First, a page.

Web2 UKOLN MLA Workshop

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An introduction to Web 2.0 given by Stephanie Taylor of UKOLN, based on an orginal presentation by Marieke Guy of UKOLN.

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  • Web2 UKOLN MLA Workshop

    1. 1. UKOLN is supported by: Wikis, Blogs and Web 2.0 Demystified Your Name Your Job Title/Position www.bath.ac.uk This work is licensed under a Attribution-NonCommercial-ShareAlike 2.0 licence (but note caveat)
    2. 2. A Brief Introduction…. <ul><li>I work for UKOLN, National centre of expertise in digital information management </li></ul><ul><li>Located at the University of Bath </li></ul><ul><li>Funded by JISC and MLA to advise UK HE and FE communities and the cultural heritage sector </li></ul><ul><li>I work on the Interoperability Focus team </li></ul><ul><li>Currently work as the Chair of the Institutional Web Management Workshop and on the JISC Standards Catalogue </li></ul><ul><li>Previous roles include QA Focus, SPP Project Manager, ePrints UK project manager, Public Library Focus work, NOF-digitise, Web Magazines </li></ul>
    3. 3. Workshop Programme <ul><li>Presentation: Wikis, Blogs and Web 2.0 Demystified </li></ul><ul><ul><li>20 minutes </li></ul></ul><ul><li>Any feedback, questions, comments etc. </li></ul>Add URL of event page on UKOLN website here Add Delicious tag for event here
    4. 4. So…What is Web 2.0? <ul><li>Marketing term (derived from observing 'patterns') rather than technical standards - “an attitude not a technology” </li></ul>Web2MemeMap, Tim O’Reilly, 2005 <ul><li>Characteristics Of Web 2.0 </li></ul><ul><ul><li>Network as platform </li></ul></ul><ul><ul><li>Always beta </li></ul></ul><ul><ul><li>Clean URIs </li></ul></ul><ul><ul><li>Remix and mash-ups </li></ul></ul><ul><ul><ul><li>Syndication (RSS) </li></ul></ul></ul><ul><ul><li>Architecture of participation </li></ul></ul><ul><ul><ul><li>Blogs & Wikis </li></ul></ul></ul><ul><ul><ul><li>Social networking </li></ul></ul></ul><ul><ul><ul><li>Social tagging (folksonomies) </li></ul></ul></ul><ul><ul><li>Trust and openness </li></ul></ul>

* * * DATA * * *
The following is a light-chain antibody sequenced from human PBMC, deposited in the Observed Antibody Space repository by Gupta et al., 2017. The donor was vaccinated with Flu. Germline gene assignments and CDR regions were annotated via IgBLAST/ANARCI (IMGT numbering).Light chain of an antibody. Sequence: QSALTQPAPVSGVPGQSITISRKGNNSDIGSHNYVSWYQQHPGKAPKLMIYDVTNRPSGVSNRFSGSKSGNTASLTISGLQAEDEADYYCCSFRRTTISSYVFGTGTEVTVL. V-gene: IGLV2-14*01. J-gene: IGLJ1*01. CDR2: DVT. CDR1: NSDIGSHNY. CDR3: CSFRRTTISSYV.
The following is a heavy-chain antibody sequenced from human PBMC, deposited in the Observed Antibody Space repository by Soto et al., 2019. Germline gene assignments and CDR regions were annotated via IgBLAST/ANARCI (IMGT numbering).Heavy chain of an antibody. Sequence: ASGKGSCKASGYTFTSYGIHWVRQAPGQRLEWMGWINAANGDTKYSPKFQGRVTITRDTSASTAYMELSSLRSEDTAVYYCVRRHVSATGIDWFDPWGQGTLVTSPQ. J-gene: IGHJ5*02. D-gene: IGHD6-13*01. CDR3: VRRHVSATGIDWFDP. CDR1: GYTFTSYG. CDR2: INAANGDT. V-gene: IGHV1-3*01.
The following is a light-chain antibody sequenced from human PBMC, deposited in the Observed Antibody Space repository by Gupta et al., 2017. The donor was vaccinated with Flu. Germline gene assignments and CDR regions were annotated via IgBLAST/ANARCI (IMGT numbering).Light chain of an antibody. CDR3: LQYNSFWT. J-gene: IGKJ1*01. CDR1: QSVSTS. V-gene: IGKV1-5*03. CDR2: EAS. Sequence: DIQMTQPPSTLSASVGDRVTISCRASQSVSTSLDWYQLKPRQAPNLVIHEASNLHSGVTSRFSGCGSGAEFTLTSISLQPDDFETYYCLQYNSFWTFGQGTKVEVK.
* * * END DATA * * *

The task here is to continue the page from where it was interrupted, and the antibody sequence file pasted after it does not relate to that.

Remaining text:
5. 6. Blogs <ul><li>A blog is a Web log, online diary </li></ul><ul><li>Professionals are increasingly using blogs to describe what they are doing </li></ul><ul><li>A social phenomenon of the 21 st Century </li></ul><ul><li>Key characteristics are openess, collaboration and syndication </li></ul><ul><li>There is a need for cultural heritage professionals to: </li></ul><ul><ul><li>Understand blogging and related technologies (e.g. RSS, Technorati) </li></ul></ul><ul><ul><li>Be able to find resources in the 'Bloggosphere' </li></ul></ul><ul><ul><li>Explore how to use blogs to support business functions (support users, staff & organisation) </li></ul></ul>